Failure’s Just Another Word for Unsuccessful

I’ve been thinking a lot about Failure of late. Which is to say, I’ve been thinking of Failure. But I have also started to think about it.

Failure is a word that’s overloaded with baggage and I believe it needs to be rebranded.

True Failure can be described closest by borrowing from that wonderfully accurate definition of Insanity: doing the same activity over and over and expecting different results.

Did that design you came up with fail or is it just not optimal? I’m not wearing rose-coloured glasses, a tie-dyed shirt, and flashing a Peace sign when I say that. There’s plenty of famous examples and quotes about failure versus “just didn’t work.” But those aren’t really important if you don’t apply that view to your own work.

Stop punishing yourself for trying something that didn’t work. Stop punishing others as well. If Science never gives us anything (I mean really, what has Science done for you lately?) it gives us a guide.

Hypothesize. Experiment. Review. Adjust. Repeat as necessary.

Sure, this makes you say “Well, duh…” while you are reading this, but in practise I bet you, like me, aren’t so high and mighty. You say, “Well, dumbass… You fucked up again.”

Well stop it. Only punish yourself if your experiments lead you down the road to Insanity. There’s no need to punish if the attempt was unsuccessful. “Unsuccessful” doesn’t have the baggage that Failure carries.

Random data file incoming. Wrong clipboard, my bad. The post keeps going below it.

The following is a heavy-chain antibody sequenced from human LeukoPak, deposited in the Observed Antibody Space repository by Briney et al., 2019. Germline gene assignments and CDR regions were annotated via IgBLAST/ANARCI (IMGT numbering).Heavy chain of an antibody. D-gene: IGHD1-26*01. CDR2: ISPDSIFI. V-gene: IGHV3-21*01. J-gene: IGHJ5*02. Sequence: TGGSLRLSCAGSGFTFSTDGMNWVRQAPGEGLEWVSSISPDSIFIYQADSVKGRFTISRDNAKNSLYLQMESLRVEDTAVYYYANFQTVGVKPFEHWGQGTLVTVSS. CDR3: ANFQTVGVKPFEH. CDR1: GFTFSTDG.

Go be unsuccessful. Do it a lot. Learn from it. Create again. And pay no attention to the Fail Early Fail Often shirt to the right. :)


  1. I fail all the time. If we didn’t have failure, we wouldn’t have iteration. I like your point that failure is a negative word. People are afraid of it and there’s the risk of admitting “failure” leading to a poor review or losing a job – a big fear in this economy. Instead thinking of a solution as not being a good fit for the problem might be a clear way to say, hey let’s try another solution without saying, “ohh my idea was really bad”.

  2. Matthew Oliphant says:

    This isn’t a well-written post. Plus side is, it’s the web so I can iterate it. ;)

    I want to retrain my brain to get out of the habit of kicking myself when things don’t go perfectly. Removing “Fail” from my common, non-sardonic lexicon is a good place to start. For me.

  3. Lea says:

    Ah, the power of semantics. I think it’s perpetuated with ubiquitous use of FAIL at any mild trip-up on the web. Basically, associating anything that isn’t perfect as humiliating.

    I think the Scientific Method is a good way to start. It encourages to strive for answers, and regards everything simply as results or “findings.” It’s not good or bad; just “is.”

  4. jen says:

    I like the post — thinking out loud about something that’s kind of eating at you. You made sense to me, boiled down: don’t be afraid to try, failure is part of the process. As an artist & musician (and designer/developer), sometimes my failures show me the way.

  5. Jen,

    That is exactly what I was doing. Glad you noticed. :)

    Usually if I don’t finish a draft post within a few days I never go back to it. This time I thought I would just set it live and see. See if it prompted more thinking on my part and if it prompted thoughts in others.

  6. mara says:

    The “Respond Eloquently Below” is great! Sorry to post this under this blog entry but I found your site searching for HCI online master degrees. In your archived site you had a post called “HCI Masters Degree — Where Can We Do the Distance Thing? ” It seems like people are still looking for them. Is there an update on it?

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